Last Monday, I heard about a runner who had started the Brew to Brew race, not sure if he was doing it solo or as a relay, and was taken to the hospital after suffering a stroke on the road. I followed his Caring Bridge site that was posted on Facebook and saw the decline of his health over several days. Doctors couldn't control the swelling in his brain and he did not make it. He was only 35 and left behind a wife and young daughter. I was saddened to hear about their loss. Although I never knew him, I've done Brew to Brew many times and can't imagine facing such tragedy from doing something I love.
On Tuesday, I learned about my college Scholarship Hall Director (like a RA for my small dorm) who died when a train hit her car on Monday at 2:30 a.m. My college roommate called to deliver the news. I was in shock. The news reports didn't give many details, but they said it appeared the crossing arms were down and she went around them. I couldn't figure out what to think about her death.
I didn't keep up with my SHD much after graduating, but reconnected through Facebook a couple years ago. We had an initial greeting and after that I would see her occasional posts. I saw a recent picture of her where she had the same pretty smile and kind eyes I remember from college. I saw that she had pursued her career in counseling and was a high school guidance counselor. She seemed like a grown up version of the caring, fun woman I knew many years ago and I was happy to see she had gotten married and had three beautiful children. I wrestled with trying to understand how someone who had always seemed so full of life and had so much going for her could take her own life.
I went to the funeral on Thursday and it was there that I learned that Aimee was suffering from postpartum depression (she has a four month old). That explains why she did what she did, a little, but it doesn't make her death any easier. I feel for her husband and for her boys who will have to carry on without their mother. I feel for her students who she counseled and coached and looked up to her. How are they going to understand?
In some ways, I can understand what drove Aimee to her death. I, too, had postpartum depression with both kids. Actually, I've suffered from depression most of my life and especially the times right after having my kids, it would just sometimes take over. I didn't want to hurt myself or the kids, but I would fly into a rage and then it would end with me feeling badly for what I had done and thinking that everyone would be better off without me. That latter feeling would stay with me for days, and I fear even longer if I hadn't sought help. Because of my history with depression, I got on medication right away which helped settle my crazy thoughts, controlled my raging hormones, and got me through the sleep deprivation and babies' crying spells.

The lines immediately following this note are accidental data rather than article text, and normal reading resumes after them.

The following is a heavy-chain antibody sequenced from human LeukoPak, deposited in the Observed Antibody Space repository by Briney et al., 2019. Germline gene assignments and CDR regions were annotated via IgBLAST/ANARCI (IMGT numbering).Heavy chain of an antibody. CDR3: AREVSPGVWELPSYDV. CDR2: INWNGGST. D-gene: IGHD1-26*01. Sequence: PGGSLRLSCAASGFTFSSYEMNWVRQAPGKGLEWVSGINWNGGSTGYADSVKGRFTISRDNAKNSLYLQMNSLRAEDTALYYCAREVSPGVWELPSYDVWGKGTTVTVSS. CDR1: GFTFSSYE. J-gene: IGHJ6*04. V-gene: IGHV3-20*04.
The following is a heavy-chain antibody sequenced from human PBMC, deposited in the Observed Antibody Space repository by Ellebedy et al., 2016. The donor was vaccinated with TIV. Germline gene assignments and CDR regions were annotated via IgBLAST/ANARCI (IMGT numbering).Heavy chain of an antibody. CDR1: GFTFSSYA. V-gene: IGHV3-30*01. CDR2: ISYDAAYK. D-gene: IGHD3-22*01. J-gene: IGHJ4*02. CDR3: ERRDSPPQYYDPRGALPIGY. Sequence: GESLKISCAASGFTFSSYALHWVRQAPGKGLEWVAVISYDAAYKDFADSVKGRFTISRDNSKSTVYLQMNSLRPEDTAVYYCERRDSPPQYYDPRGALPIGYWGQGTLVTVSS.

Even after the postpartum time frame, I would slip into periods of depression that got me thinking about my purpose here and if the world would be better off without me. I never got so far as to create a real plan for leaving, but I could see how someone could get to that point if they didn't have some intervention. I'm so thankful I've been given many opportunities to step off the ledge. My greatest intervention has been my God who keeps coming back to save me. At just the right moment, God has provided me with just the right person, words, songs, or medical assistance to help me think clearly and face reality again. I know it's His Grace, His Love, His Purpose for me that has kept me here and kept me from going too far. I've done nothing special and don't feel deserving of all He has given me, but I'm so thankful He has. God has given me my faith that allows me to trust in Him completely. It's this faith, it's God's great love and provision, that gets me through the storms of life.
I'm so sad for Aimee and her family. I don't claim to know her whole situation. I don't know if she reached out to loved ones or if she sought medical treatment. Even in this modern day, I think depression is still viewed as a shameful illness and is something people try to hide and get through on their own. I want to help bring depression to light as a problem that many of us face and that true healing requires more than just a pill. For those afflicted, we need unlimited patience, understanding, and unconditional love. We don't always find this in our families and friends, but we can find this in Jesus, Our Savior and Friend. I pray that more people will turn to Him, will stop hiding in shame and reach out to family and friends. It could save your life.
I love this song and video! Such a beautiful message...
"Remind me who I am" by Jason Gray